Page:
Step 6:

Wipe by hand with a window cleaners Chamoius leather. Take it slowly and wipe downwards (in the same direction). It’s just like that scene from the Karate Kid. One direction, top to bottom, patience is the key. This isn’t like drying, this is more like wiping off.

Step 7:

For the windscreen and side windows there are plenty of automotive glass cleaners on the market. A general tear-off micro fibre cloth is fine for this. Don’t use a general household cleaner, they offer no protection and you’ll never get the look you want. Make sure everything’s dry before heading to Step 8.

Step 8:

Next we polish to get rid of all those small blemishes and give our finish. Naturally, it’s best to use a high quality polish and once again I like the Muc-Off and Autoglym. Don’t apply in circles, just apply it in lines and then buff it off with a soft cloth. One cloth to apply it, one (very soft) cloth to buff it off. Electric buffers are fantastic, but be careful with them – there’s no substitute for care and excessive pressure can damage paint for good. Patience and elbow grease.

Step 9:

Last, but not least, time to give the interior a once over. This is a large are to cover, with specialist leather care, fabric cleaners, interior glass cleaners and all kinds to consider – so I’m going to be fairly generic here. Pull out all the mats, vacuum, and wipe everything down with a damp cloth (including the door edges). Don’t use any products containing silicone, it leaves a residue behind, and go easy on the soap suds. Feel free to try some of the professional dash cleaners (if you’re really serious) as they give excellent results, or just go for any (non-silicon based) spray polish that’s lying around the house (but be sure it’s not to heavily scented for such a confined space). Auto Finesse offer a good range of mid-priced products, offering more than adequate results for the money. If you have fabric seats go over them with a lint roller, it makes a big difference.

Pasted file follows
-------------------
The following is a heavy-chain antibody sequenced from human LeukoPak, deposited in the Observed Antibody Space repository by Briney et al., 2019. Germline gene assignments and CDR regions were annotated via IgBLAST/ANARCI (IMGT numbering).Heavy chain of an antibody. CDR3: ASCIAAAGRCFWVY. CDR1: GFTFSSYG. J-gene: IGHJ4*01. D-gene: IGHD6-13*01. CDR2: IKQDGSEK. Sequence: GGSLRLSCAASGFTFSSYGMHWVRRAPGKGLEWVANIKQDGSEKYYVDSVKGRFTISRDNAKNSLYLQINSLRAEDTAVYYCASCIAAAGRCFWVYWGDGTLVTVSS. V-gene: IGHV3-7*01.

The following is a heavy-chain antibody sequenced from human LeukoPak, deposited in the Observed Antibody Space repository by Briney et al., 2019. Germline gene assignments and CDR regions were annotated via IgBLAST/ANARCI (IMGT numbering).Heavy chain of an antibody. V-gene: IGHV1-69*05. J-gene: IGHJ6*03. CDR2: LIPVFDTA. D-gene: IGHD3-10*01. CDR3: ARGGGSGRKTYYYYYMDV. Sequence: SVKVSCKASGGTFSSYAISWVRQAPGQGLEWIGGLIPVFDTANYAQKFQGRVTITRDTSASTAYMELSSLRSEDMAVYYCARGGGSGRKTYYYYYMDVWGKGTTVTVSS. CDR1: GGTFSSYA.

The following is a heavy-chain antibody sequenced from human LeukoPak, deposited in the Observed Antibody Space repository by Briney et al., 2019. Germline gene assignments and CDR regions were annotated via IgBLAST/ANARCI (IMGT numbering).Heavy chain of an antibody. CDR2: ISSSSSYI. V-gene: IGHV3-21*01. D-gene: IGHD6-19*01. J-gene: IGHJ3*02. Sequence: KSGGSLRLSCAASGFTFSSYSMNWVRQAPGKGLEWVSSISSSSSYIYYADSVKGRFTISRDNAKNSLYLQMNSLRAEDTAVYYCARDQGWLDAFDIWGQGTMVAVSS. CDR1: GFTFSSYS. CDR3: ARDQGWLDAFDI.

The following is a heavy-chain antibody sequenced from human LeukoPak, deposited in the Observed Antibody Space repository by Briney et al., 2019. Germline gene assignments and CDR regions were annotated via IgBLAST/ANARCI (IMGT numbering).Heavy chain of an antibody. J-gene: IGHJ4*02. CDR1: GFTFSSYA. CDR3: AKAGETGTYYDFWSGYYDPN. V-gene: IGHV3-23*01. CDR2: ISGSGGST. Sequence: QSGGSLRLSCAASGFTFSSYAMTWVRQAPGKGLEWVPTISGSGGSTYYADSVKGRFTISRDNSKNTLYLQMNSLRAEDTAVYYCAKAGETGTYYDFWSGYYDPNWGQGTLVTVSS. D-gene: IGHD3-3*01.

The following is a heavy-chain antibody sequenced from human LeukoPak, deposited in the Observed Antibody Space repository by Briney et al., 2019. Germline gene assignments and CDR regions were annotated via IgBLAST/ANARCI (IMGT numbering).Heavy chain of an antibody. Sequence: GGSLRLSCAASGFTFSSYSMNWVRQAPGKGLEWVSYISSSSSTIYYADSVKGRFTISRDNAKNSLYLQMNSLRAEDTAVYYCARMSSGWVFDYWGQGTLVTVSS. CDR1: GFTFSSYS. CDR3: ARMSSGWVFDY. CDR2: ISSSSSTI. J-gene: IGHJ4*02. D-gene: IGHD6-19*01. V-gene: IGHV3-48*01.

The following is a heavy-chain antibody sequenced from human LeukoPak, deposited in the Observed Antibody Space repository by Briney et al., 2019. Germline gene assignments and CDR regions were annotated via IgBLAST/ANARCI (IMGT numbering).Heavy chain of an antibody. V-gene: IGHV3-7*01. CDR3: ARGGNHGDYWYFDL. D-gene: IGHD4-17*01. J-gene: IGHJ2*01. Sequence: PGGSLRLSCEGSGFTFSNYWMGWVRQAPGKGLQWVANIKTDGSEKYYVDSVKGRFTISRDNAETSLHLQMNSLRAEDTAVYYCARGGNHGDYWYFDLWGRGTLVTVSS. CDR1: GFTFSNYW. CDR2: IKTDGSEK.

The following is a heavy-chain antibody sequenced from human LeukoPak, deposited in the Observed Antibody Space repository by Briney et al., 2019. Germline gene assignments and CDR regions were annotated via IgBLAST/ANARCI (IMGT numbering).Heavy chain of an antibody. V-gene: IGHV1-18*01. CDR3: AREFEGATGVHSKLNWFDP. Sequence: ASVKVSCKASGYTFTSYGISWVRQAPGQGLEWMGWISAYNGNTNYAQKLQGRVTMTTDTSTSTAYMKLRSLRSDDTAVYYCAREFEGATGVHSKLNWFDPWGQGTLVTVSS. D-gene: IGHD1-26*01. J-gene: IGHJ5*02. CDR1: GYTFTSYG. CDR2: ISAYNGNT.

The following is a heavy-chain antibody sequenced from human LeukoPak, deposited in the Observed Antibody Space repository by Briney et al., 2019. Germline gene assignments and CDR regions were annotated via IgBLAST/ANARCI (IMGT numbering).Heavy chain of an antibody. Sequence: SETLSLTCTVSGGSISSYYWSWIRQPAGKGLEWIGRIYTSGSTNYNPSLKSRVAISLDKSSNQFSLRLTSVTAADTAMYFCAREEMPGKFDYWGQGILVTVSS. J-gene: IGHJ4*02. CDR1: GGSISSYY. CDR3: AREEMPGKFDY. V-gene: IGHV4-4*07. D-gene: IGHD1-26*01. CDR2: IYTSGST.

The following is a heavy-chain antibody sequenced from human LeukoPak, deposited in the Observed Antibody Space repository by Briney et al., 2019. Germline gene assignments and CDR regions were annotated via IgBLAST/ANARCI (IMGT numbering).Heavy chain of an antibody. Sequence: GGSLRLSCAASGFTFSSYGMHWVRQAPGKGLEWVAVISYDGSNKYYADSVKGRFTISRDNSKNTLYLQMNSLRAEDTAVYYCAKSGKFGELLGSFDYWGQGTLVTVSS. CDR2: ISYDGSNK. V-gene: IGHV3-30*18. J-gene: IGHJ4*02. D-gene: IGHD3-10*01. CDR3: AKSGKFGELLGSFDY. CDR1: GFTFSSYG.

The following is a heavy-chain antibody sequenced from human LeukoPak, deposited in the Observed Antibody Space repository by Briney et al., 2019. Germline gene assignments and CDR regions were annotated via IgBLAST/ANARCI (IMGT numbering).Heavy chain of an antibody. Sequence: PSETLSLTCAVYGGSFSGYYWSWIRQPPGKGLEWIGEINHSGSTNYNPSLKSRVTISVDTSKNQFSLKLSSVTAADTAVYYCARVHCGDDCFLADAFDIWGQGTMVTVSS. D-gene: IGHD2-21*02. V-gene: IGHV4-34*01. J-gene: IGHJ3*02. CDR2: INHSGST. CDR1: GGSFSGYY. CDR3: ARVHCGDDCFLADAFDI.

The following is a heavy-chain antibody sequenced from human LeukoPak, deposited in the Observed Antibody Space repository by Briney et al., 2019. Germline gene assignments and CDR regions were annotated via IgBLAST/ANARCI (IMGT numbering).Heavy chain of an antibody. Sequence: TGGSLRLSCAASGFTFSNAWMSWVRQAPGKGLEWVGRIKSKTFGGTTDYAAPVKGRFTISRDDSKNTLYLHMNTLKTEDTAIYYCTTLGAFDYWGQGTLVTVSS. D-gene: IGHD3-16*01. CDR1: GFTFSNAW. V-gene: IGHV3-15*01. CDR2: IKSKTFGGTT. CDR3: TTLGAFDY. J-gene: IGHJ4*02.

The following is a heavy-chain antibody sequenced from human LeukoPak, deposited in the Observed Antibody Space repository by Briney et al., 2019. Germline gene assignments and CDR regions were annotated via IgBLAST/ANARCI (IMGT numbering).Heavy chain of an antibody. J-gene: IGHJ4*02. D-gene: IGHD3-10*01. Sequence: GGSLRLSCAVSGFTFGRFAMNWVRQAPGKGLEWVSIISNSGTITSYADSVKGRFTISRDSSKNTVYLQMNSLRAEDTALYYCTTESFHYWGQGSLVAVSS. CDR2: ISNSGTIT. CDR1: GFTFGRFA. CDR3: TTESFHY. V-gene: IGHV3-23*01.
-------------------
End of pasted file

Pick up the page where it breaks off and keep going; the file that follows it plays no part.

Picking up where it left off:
Step 10:

Hang up a new air freshener. Smell makes a BIG difference to a car, and I always see this as the ‘cherry on the cake’. It sets the scene (like showing a house and having the small of baking bread in the air). It’s also another way of you putting YOUR stamp on the vehicle. Are you a pine, vanilla, ‘new car smell’, bubblegum, or black cherry kinda person?

Yes, all this is hard work and it’ll take you a good few hours. There’s no substitute or short cuts I’m afraid, but the results are worth it. Obviously there will be chips and scratches to deal with at some point, and newer cars have had less time to oxidize and so this is a far easier process, but stick to these 10 steps and do each one diligently and you’ll be driving a motor that looks showroom perfect for many years to come.

John O’Shea has worked in the motor industry for over 15 years. His years in the trade and love of high performance cars has given him an in depth knowledge of the auto trade second-to-none. He writes on behalf of The Joe Duffy Motor Group from the Northside of Dublin.